Councillor Rob Humby, Deputy Leader and Executive Member for Economy, Transport and Environment at Hampshire County Council, said: “I’m pleased we’ve been able to respond so quickly to secure Government funding to use for initiatives that both support the local economy and protect public health following the Coronavirus lockdown.
“In just a few weeks, our teams have installed a significant number of temporary transport ‘pop-ups’ across the county, using road space differently to allow people to walk and cycle at a safe social distance, giving them confidence to return to the high street; and there are more underway leading up to the return to school in September. We have had a great deal of public interest in this initiative and many ideas for schemes have been suggested. We are working through these as quickly as we can with the resources and capacity we have available. The vast majority of the schemes we have put in have been welcomed, are effective and are being well-used. I really am very proud of what we’ve delivered on this scale, and at this pace.
“While these schemes offer clear health and environmental benefits, I am fully aware that introducing measures that fundamentally change the way people travel is never going to achieve universal support, and that public opinion within a community may be divided. With one or two schemes we have also found that they have not proved effective in practice, and we have therefore taken them out again.
“Where a scheme is being proposed locally which has divided opinion, or where there may be technical questions that it will work in practice, the only way to resolve such differences of opinion may be to trial it temporarily to find out. In such circumstances, we keep schemes under continual review, and initially only use temporary materials that can be removed and re-used elsewhere, as quickly as they were put in.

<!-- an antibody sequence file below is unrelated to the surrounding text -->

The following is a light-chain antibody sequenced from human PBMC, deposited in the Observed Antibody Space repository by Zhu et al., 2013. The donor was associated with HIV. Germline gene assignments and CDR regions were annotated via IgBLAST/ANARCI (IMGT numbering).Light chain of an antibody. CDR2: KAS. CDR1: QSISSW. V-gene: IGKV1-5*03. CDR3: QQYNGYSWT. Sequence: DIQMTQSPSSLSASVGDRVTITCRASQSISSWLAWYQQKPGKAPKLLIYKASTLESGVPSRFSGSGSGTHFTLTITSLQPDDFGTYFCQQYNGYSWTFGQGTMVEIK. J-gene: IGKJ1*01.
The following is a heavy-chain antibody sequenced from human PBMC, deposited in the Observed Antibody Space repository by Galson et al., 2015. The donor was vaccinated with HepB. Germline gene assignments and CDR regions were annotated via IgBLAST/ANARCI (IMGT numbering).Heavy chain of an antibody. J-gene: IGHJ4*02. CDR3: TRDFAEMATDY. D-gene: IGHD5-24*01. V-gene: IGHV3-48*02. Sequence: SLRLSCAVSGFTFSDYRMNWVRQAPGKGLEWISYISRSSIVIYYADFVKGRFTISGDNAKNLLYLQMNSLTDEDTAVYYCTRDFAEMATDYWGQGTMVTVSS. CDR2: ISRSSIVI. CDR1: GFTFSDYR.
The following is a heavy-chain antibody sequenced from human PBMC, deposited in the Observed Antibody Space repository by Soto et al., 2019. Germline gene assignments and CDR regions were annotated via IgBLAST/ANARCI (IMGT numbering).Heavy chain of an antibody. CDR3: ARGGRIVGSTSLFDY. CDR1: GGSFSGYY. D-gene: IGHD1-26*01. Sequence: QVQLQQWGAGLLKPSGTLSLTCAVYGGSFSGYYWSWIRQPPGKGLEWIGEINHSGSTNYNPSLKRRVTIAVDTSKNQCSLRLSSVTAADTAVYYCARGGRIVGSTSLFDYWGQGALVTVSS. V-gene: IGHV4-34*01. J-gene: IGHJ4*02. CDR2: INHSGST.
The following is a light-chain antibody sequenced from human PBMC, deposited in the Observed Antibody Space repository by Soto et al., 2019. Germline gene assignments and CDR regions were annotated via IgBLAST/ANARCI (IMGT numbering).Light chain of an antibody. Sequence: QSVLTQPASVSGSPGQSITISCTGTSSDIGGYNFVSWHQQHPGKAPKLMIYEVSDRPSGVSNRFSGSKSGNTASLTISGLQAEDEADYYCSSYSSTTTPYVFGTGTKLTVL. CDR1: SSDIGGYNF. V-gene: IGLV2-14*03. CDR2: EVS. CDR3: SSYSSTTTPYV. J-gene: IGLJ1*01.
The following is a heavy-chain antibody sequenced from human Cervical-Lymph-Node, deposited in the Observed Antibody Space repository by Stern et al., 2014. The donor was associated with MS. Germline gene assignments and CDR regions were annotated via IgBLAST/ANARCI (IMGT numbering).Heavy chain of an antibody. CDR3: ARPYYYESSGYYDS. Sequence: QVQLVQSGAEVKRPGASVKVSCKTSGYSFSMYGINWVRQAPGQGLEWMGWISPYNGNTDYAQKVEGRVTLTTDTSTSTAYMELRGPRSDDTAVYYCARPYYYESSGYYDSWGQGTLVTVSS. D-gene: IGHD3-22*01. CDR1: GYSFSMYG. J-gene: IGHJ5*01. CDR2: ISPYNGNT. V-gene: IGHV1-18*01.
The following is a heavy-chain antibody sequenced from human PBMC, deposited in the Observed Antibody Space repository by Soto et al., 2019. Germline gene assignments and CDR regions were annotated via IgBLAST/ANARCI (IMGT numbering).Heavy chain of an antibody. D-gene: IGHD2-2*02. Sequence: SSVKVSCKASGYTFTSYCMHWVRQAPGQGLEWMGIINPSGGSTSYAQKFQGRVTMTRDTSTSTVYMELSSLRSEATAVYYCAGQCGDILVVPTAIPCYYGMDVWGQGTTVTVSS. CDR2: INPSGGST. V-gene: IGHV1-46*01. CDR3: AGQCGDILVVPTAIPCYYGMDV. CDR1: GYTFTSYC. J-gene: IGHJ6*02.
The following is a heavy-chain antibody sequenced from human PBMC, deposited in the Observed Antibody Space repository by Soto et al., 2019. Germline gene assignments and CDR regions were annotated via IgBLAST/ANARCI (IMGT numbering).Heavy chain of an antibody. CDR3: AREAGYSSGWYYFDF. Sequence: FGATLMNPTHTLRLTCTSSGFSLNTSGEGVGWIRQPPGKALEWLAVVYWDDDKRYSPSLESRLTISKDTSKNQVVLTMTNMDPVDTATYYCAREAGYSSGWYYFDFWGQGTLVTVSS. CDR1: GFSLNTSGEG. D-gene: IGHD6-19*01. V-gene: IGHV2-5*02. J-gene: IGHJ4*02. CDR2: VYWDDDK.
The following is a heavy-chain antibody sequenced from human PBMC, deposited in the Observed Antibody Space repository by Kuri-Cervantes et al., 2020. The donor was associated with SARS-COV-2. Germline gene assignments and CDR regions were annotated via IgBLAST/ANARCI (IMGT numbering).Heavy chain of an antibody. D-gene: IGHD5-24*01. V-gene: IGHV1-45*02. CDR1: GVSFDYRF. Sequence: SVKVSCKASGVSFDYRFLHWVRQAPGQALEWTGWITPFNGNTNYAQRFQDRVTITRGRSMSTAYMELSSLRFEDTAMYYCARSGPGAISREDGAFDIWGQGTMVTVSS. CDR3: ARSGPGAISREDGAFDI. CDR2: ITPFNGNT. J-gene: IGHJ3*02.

“A good example of such a scheme is work to remove vehicles from Fleet High Street, initially suggested by Hart District and Fleet Town Council which we have agreed to trial to test its effectiveness, and the impact of diverting traffic onto other routes. Work to put the initial temporary trial scheme in is due to start this Monday (24 August). I understand the concerns raised with me by some in the community, as well as the reasons why it is supported by others. We will carefully monitor this scheme and review its effectiveness and performance within the first two weeks. We will act quickly to remove the measures if the scheme is not achieving what it is designed to do – that is to support Hampshire’s recovery from Covid-19 for all those who live and work here.”
Hampshire County Council invited suggestions on where temporary cycling and walking measures might be put in place from residents, communities and organisations, and over 3,500 suggestions were received. The temporary walking and cycling schemes to enable social distancing which have been put in place across Hampshire are funded by the Department for Transport's Emergency Active Travel Scheme.
A bid to Government for a further £3.45 million has been submitted by Hampshire County Council to deliver a range of schemes to help redesign roads and high streets to support social distancing, assist economic recovery and support people who want to continue walking and cycling more. The outcome of this bid is expected in the Autumn.More information